Chance of Audits: Lower Than Normal

Now that the tax deadline has come and gone, the time for audits is here. But what are your chances of having an audit this year? The chances are the lowest they have been in years. Last year the IRS only audited 1% of the individual returns, and this year they are expecting the numbers to go down.

Several things are causing this decline in audits. The biggest factor is budget. The IRS’s budget has declined from $12.1 billion in 2010 to $11.3 billion. This decrease in finances is attributed to overall budget made by Congress to help balance the budget. According to the IRS Commissioner, John Koskinen, there are three areas that can be cut, enforcement, taxpayer services and technology. Since technology upgrades can only be put off for so long, so to ensure the upgrades are made, enforcement and services are taking a hit.

With the decline in the budget for the IRS this leads to fewer agents employed to be able to conduct audits. With fewer agents, the IRS will be more selective on who they choose to audit. The IRS will still be looking at red flags that put someone at risk of an audit. Some of the red flags are:

  • Reporting less than actually earned
  • Earning more than $200,000
  • Making excessive deductions
  • Having extensive losses in stocks
  • Owning  your own business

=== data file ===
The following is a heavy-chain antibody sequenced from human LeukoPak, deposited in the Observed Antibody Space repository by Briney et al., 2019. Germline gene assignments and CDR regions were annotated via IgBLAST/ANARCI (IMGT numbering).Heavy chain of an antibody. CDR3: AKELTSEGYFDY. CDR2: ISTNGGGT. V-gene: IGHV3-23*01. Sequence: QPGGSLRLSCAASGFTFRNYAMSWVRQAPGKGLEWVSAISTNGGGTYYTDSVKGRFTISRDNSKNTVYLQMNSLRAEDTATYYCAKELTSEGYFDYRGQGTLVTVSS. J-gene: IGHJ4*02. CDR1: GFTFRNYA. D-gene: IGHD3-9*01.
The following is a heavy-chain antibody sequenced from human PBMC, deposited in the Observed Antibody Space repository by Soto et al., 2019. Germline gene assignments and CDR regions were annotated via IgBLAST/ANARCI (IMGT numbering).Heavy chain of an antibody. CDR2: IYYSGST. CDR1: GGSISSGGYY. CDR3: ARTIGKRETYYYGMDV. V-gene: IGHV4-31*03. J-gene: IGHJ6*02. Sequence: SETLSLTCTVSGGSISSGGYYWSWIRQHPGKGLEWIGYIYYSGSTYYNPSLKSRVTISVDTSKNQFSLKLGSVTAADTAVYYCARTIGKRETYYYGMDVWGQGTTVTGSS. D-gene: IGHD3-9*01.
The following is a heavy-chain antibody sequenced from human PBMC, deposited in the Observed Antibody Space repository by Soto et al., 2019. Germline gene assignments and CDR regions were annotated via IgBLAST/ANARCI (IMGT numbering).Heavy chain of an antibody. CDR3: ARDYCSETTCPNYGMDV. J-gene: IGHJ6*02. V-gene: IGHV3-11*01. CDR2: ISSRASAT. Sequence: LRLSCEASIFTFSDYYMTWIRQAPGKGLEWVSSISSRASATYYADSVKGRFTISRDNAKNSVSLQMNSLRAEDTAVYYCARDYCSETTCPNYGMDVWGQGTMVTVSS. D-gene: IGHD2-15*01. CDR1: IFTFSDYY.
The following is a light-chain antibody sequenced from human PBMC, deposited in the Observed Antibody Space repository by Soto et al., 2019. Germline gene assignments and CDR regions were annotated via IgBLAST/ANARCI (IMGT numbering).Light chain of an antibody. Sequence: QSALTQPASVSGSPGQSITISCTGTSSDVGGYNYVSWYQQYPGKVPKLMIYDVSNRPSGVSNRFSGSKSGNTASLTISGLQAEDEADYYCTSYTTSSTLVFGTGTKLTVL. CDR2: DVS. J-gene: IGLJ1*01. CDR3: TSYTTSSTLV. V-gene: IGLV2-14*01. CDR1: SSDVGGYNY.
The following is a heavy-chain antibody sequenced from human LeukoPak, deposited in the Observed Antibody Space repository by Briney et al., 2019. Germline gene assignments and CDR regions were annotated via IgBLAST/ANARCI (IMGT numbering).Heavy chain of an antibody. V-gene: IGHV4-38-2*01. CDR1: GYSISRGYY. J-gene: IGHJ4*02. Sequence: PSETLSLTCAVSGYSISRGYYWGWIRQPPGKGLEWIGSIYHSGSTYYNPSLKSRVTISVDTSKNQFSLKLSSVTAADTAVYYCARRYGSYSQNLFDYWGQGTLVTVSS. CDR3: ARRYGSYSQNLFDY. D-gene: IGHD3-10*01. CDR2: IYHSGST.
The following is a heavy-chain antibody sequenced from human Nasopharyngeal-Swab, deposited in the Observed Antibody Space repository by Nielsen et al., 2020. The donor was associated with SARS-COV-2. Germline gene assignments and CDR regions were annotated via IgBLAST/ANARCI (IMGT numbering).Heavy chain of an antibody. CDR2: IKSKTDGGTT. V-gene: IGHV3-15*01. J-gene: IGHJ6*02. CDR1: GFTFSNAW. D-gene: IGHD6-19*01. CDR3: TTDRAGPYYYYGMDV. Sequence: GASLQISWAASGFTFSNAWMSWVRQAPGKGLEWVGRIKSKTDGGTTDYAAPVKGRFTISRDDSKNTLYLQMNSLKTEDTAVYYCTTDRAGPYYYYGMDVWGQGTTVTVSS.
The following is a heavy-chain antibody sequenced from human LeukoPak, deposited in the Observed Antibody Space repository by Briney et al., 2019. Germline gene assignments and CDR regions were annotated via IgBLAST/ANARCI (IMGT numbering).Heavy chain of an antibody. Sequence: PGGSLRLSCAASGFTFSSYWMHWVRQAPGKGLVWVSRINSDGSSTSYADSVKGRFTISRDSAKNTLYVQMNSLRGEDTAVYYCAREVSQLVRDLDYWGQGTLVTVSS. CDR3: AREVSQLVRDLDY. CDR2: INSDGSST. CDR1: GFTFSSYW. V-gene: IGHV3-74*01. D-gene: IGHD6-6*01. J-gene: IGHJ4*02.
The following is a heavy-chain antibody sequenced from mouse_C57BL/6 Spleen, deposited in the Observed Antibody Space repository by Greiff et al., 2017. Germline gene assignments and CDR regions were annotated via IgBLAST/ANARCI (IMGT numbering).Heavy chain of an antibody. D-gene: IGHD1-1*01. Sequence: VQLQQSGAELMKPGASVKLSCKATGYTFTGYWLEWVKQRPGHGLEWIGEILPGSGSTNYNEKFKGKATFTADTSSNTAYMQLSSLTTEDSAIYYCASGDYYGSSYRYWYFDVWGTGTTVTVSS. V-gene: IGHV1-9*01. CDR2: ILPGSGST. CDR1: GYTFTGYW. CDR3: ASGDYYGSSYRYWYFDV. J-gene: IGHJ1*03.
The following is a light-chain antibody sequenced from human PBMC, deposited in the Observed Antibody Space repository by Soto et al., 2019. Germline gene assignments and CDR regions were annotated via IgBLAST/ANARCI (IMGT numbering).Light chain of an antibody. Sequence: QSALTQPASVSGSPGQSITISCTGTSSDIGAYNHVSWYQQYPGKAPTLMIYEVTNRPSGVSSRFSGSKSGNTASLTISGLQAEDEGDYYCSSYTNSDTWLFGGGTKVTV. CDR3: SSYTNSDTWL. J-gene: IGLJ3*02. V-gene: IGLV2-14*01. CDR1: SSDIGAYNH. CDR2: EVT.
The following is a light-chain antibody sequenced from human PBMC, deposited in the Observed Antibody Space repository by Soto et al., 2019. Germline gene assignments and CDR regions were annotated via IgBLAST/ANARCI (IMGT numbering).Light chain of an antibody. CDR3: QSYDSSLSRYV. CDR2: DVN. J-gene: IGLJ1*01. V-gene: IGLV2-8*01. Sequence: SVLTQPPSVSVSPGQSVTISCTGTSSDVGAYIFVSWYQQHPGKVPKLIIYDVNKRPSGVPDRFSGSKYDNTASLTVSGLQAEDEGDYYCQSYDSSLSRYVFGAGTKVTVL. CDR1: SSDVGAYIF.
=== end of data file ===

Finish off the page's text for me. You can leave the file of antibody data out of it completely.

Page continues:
• Having accounts in foreign countries

New Guidelines for Appeals

The IRS established new guidelines for appeals, and the phase one of the new approach has been regarded as the Appeals Judicial Approach and Culture (AJAC) Project. The goal of this project is to improve both the internal and external customers’ perceptions of a fair, impartial, and independent Appeals office.

The new guidelines provide updated information on how appeal cases are handled during Collections Due Process (CDP), offers in compromise (OICs), and the Collections Appeals Program (CAP). Many of the changes had already taken place, but there are still more that will be incorporated within the next year. The most significant of these will be the general update to the Internal Revenue Manual (IRM). The new policy will be the following:

  • New issues are not to be raised by Appeals; and
  • Appeals will not raise new issues
  • Appeals also will not reopen an issue on which the taxpayer and the IRS agreement upon.